OT: COVID Science - Pfizer/Moderna vaccines >90% effective; Regeneron antibody cocktail looks very promising in phase II/III trial and more

RUBOB72

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Maybe you won't need the vaccine to travel domestically, but you can bank on needing it to travel internationally and working in certain environments.
China
We do not require kids in K-12 to get a flu shot and some other vaccinations that are available. Of course, we do require certain vaccinations. We also do not allow most private businesses to check their customers for vaccinations, which it seems many are ok with on this board. I believe the vaccine should be voluntary. By forcing kids going to school to take it and by allowing businesses to make you prove youve had the vaccine, you've pretty much forced most of the population to take it.



According to the WHO we have only eradicated 2 viruses. Not sure if this one can be

Why should children with no issues be required to get the vaccine? They generally get no symptoms or mild symptoms. I know the retort is to protect their teachers and elderly they are around. So let the teachers get vaccinated if they want to.

I stand corrected on Gates as it appears the rumors weren't true.
I can’t believe we are not trusting the WHO. They are the best when it comes to medical advice on new pathogens especially man created viruses.
 

trotter

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Wow, sucks to both get it, but great to hear you're both on the road to recovery. Did you also receive the Regeneron antibody cocktail? Just curious, since replied to a post on that, but didn't say it explicitly in your post.
yes , that is remdesivir from what i believe. Had a dinner with 8 friends, all had masks going into event, i was first one diagnosed. they all went back home, got tested negative, felt fine. one by one 6 of 8 came down covid positive. not as bad as I had it though. I had never been been afraid of it, we went out to dinners as soon as the restaurants opened. no issues ever!
 
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RU848789

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A simple dose-response relationship likely has little to do with the results seen for the Astra-Zeneca/Oxford vaccine, though. Much more likely is what Derek Lowe said this morning in his blog on this vaccine, below. The issue of the adenovirus vector (even a chimp adenovirus which humans haven't been exposed to) stimulating the human immune response with the first dose and then having the body's "new" antibodies essentially deactivating the 2nd dose (and will possibly also be an issue for J&J's vaccine which uses a human adenovirus as its vector of delivery) has been talked about since day one. Let's hope the 90% efficacy for the half-dose/full-dose design holds when we see more data on this one.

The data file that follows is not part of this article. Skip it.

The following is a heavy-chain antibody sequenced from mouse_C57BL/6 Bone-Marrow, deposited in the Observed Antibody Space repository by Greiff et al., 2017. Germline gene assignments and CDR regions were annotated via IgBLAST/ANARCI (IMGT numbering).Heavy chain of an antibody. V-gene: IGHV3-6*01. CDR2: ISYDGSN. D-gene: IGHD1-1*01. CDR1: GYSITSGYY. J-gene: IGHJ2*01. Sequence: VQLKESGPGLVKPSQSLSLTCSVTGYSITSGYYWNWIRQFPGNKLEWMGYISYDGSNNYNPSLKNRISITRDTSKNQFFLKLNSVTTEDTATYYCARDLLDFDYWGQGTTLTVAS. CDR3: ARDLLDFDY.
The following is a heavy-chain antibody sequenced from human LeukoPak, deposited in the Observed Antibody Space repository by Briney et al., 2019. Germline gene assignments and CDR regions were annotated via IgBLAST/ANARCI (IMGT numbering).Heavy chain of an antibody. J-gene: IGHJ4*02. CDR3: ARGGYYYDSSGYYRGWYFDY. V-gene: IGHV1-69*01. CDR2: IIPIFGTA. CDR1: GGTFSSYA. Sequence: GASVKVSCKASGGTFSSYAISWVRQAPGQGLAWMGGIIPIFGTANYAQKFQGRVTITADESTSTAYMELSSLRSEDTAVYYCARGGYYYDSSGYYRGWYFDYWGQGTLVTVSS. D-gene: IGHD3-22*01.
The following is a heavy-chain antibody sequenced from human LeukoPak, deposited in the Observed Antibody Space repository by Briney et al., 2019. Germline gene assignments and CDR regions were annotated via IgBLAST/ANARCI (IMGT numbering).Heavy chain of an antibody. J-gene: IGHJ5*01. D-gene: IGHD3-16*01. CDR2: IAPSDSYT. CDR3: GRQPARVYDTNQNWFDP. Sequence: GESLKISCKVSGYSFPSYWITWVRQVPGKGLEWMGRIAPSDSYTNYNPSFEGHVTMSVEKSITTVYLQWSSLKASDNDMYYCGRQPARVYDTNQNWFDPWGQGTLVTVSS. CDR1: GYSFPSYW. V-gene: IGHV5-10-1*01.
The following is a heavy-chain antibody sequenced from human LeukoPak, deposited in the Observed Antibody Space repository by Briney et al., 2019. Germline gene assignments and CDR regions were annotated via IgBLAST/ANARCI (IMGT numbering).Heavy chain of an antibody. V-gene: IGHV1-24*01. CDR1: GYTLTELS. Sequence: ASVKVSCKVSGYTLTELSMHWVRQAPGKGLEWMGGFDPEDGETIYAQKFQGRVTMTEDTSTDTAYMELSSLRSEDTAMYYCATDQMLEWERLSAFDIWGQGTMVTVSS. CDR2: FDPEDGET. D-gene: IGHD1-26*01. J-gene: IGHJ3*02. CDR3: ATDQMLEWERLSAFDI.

Also, none of the vaccinated patients who became infected with the virus had serious illnesses (only 1 such case for Pfizer and 0 for Moderna - need final data to be sure this difference is real), which is very good. Also, the AZ vaccine is stable under refrigerated conditions vs. cyro storage for Pfizer's (-70C/-94F) and regular freezer (-20C/-4F, with one month refrigerated ok, for Moderna). There were no major side effects seen for any of the vaccines to date, which is great.

Why might there be such a significant split in efficacy? My own wild guess is that perhaps the two-full-dose protocol raised too many antibodies to the adenovirus vector itself, and made the second dose less effective. This has always been a concern with the viral-vector idea. It is, in fact, why this effort is using a chimpanzee adenovirus – because humans haven’t been exposed to it yet. Earlier work in this field kicked off with more common human-infective adenoviruses (particularly Ad5), but there are significant numbers of people in most global populations who have already had that viral infection and have immune memory for it. Dosing people with an Ad5 vector would then run into patients whose immune systems slap down the vaccine before it has a chance to work. That’s not the case for a chimpanzee-infecting form, naturally (few if any people have ever been exposed to that one!) but the two-dose regime may have run into just that problem. Immunology being what it is, though, there are surely other explanations, but that’s the one that occurs to me. Update: there’s always the outside nasty chance that the smaller N in the 90% group is giving a number that won’t hold up. I would hope this isn’t the case, but without a better look at the statistics, it’s not possible to rule that out.

https://blogs.sciencemag.org/pipeline/archives/2020/11/23/oxford-az-vaccine-efficacy-data
Lots of questions have emerged on the Astra-Zeneca/Oxford vaccine over the past couple of days. Dosing errors, reporting errors, pooling data from different trials without letting people know - not a good look. My guess is the vaccine will still be shown to be quite effective at the end of all this, but these kinds of issues shouldn't be happening.

https://www.nytimes.com/2020/11/25/business/coronavirus-vaccine-astrazeneca-oxford.html
 

MulletCork